The Beat That My Heart Skipped Review
Here at last is the Blu-ray release of The Beat That My Heart Skipped, a taut and gripping crime drama by French director Jacques Audiard, best known for A Prophet (2009) and Rust & Bone (2012). The film is a remake of James Toback’s 1978 film Fingers, albeit a loose one since only the basic premise remains intact.
The plot concerns the personal and moral dilemnas of Tom Seyr (Romain Duris), a Parisian real estate racketeer under the employ of his morally corrupt landlord father Robert. The portly Robert (played with characteristic subtlety by Niels Arestrup), is a less imposing figure than he perhaps once was, and coerces his son into being his enforcer and debt collector. This father and son dynamic is best exemplified in one early key scene in which after hearing of rent due from a local restauranteur, Tom displays a lack of interest in doing his father’s dirty work. Robert then attempts to collect the money himself and is, as a result, roundly beaten up and thrown out of the door, red-faced with shocked humiliation. After witnessing this, Tom has a change of heart and assaults the man and using a knife to his throat, procuring the money with ease. Here and in later scenes where we see Tom take care of his comparatively frail father, there is a distinct role reversal.
A chance encounter with the former manager of his late concert pianist mother, persuades Tom to reacquaint himself with playing the piano; a childhood passion which has in recent years fallen by the wayside. He enlists the teaching services of Chinese pianist Miao Lin (Linh Dan Pham) who inconveniently doesn’t speak a word of French, and sets about trying to re-establish his past talents. This largely revolves around the need to perform a technically demanding Brahms piece in order to ‘audition’ for the manager, in a bid to become a professional concert pianist and essentially follow in his mother’s footsteps. Here lies the narrative crux of the film - Tom is torn between two worlds; that of petty crime in the murky Parisian property racket, and that of a devotion to his instrument and a sort of salvation through art. What provides the narrative tension of the film is his indecision as to which path his life should take and the consequences of that choice. Tom is a deeply conflicted character and when we see him fail to correctly play pieces on the piano, some of his thuggish temper and violence surfaces and yet he appears distracted and vaguely uneasy during the acts of violence and intimidation carried out by his racketeer colleagues.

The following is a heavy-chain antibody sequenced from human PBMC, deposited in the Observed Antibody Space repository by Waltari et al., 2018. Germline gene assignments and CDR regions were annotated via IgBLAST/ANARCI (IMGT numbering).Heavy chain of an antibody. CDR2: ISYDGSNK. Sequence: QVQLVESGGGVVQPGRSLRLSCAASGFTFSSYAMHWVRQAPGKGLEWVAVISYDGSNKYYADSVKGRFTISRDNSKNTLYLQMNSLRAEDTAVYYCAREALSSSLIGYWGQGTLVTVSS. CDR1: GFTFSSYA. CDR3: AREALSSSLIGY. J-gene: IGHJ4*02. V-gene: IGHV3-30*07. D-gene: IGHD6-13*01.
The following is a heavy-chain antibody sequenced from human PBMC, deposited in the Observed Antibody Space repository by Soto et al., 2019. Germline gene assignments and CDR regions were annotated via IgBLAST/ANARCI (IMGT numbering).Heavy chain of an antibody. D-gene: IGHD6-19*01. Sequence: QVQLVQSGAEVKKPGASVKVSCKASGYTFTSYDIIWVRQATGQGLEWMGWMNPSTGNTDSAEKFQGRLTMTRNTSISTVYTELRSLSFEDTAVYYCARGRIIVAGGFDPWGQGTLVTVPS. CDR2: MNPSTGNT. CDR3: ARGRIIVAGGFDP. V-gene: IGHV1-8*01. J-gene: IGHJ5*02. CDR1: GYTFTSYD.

A subplot concerning Tom’s relationship with his philanderer colleague’s wife seems something of a narrative cul-de-sac, as does a scene featuring the (criminally underused) Melanie Laurent. She plays the trophy girlfriend of a Russian mafioso with whom Tom’s father has a money-related quarrel, and her scene doesn’t seem to lead the plot anywhere. These are nit-picking issues however. Throughout the film, Audiard’s direction is unfussy yet precise and the performances are excellent across the board. Not least by the ever-reliable Romain Duris who plays the lead with an unmannered assurance, at times mad with violent rage and at others exhibiting a fragile tenderness. Alexandre Desplat’s score is necessarily minimal and unobtrusive and acts as a great counterpoint to the classical piano pieces, which feature throughout.
Overall The Beat That My Heart Skipped is an engrossing and thoroughly enjoyable watch, and Audiard displays the same directorial and storytelling nous here that has made his subsequent films so gripping.
The film is presented in its original aspect ratio of 1.85:1, and Stéphane Fontaine’s crisp cinematography looks fantastic.
The sound options available are the standard 2.0 stereo and 5.1 Dolby surround sound, with a variety of subtitle languages.
There is a fairly generous selection of extras to be found on the disc. These include a light-hearted rehearsal session with director Jacques Audiard and actors Romain Duris and Jonathan Zaccai, an illuminating (if shoddily filmed) Q&A session, the obligatory theatrical trailer and interviews with the director, co-writer and composer. Also featured (bizarrely), is a short clip of Romain Duris singing a song to camera which bears no apparent relevance to the film (titled Romain Duris singing, appropriately enough).